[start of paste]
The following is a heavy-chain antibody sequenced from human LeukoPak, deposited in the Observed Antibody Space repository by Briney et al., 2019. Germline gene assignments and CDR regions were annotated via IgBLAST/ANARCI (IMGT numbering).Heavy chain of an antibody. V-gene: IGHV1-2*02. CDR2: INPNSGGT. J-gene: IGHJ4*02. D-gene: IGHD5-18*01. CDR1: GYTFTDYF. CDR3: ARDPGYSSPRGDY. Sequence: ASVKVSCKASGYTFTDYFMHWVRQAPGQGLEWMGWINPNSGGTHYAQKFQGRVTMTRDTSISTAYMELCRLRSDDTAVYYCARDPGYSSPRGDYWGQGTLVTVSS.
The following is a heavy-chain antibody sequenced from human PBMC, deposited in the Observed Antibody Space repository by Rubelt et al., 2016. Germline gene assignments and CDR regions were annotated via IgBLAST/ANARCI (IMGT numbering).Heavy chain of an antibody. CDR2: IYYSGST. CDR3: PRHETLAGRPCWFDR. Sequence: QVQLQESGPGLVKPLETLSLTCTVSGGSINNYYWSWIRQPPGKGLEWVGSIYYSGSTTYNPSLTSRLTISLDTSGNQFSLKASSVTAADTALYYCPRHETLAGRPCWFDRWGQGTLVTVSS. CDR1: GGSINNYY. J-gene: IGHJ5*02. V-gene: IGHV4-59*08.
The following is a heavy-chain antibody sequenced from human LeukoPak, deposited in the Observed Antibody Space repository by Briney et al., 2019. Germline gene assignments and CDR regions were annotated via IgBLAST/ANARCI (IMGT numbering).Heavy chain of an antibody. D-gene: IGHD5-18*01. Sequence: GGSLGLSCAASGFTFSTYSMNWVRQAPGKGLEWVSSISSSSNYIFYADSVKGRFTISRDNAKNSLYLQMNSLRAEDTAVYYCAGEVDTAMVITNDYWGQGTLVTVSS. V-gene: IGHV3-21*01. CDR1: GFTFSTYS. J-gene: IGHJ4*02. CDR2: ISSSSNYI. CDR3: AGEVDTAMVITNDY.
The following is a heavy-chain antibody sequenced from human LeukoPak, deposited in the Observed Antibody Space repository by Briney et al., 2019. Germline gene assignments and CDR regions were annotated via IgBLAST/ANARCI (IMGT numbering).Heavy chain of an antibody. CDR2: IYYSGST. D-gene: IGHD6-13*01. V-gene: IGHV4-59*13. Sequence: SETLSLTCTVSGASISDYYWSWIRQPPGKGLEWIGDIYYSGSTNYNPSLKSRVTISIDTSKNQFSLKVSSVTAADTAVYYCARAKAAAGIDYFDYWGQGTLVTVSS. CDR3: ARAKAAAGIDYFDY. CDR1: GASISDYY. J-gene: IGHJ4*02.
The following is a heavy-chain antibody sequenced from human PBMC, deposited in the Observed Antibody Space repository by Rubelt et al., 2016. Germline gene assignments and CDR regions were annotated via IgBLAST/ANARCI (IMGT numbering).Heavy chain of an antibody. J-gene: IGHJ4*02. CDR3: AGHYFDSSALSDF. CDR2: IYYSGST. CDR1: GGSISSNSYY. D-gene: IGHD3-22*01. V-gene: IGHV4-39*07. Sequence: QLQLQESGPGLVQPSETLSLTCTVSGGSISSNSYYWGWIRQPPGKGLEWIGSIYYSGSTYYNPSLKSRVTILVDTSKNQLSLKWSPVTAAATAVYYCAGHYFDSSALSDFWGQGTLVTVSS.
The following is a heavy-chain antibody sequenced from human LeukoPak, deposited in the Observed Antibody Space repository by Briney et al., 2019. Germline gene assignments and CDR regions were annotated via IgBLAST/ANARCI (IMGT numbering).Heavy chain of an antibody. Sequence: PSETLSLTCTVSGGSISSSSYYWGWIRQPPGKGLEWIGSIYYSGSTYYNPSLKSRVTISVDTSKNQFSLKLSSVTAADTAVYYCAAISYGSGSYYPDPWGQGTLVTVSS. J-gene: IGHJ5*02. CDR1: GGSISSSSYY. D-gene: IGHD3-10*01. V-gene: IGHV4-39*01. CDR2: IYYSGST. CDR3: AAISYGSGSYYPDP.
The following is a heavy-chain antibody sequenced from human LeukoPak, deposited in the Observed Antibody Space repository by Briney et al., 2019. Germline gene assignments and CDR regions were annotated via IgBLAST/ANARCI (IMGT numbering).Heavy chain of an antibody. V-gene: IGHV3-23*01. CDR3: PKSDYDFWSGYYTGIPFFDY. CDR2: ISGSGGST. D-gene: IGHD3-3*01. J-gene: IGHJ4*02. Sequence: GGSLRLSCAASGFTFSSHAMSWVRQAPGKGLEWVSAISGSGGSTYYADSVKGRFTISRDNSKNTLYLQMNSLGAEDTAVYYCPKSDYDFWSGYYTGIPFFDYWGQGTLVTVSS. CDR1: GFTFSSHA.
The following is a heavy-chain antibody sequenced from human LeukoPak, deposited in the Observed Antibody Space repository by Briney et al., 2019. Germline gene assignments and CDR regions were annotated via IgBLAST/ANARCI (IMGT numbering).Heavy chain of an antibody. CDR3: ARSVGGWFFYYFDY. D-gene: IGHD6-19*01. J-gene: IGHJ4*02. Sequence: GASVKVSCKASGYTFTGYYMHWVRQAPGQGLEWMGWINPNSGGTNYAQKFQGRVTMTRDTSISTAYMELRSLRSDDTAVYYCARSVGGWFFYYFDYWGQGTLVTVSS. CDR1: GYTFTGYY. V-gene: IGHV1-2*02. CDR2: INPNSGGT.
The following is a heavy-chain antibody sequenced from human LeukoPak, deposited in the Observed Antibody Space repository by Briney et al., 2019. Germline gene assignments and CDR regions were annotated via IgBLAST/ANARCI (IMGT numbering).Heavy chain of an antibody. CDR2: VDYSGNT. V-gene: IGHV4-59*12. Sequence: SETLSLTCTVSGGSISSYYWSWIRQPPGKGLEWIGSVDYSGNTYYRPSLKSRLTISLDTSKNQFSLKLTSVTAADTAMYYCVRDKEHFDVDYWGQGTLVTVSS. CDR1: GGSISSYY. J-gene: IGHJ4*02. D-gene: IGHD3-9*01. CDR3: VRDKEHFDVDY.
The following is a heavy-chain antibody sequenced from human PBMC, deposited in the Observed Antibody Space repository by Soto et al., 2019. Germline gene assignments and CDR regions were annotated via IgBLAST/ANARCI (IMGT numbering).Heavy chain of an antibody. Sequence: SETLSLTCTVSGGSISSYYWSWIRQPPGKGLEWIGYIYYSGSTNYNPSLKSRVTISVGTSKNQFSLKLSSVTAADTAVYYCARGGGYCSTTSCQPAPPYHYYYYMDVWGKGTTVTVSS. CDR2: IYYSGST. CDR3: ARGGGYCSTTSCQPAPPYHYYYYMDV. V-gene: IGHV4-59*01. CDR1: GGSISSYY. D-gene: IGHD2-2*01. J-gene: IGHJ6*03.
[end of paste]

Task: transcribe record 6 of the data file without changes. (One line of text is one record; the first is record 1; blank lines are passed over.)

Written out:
The following is a heavy-chain antibody sequenced from human LeukoPak, deposited in the Observed Antibody Space repository by Briney et al., 2019. Germline gene assignments and CDR regions were annotated via IgBLAST/ANARCI (IMGT numbering).Heavy chain of an antibody. Sequence: PSETLSLTCTVSGGSISSSSYYWGWIRQPPGKGLEWIGSIYYSGSTYYNPSLKSRVTISVDTSKNQFSLKLSSVTAADTAVYYCAAISYGSGSYYPDPWGQGTLVTVSS. J-gene: IGHJ5*02. CDR1: GGSISSSSYY. D-gene: IGHD3-10*01. V-gene: IGHV4-39*01. CDR2: IYYSGST. CDR3: AAISYGSGSYYPDP.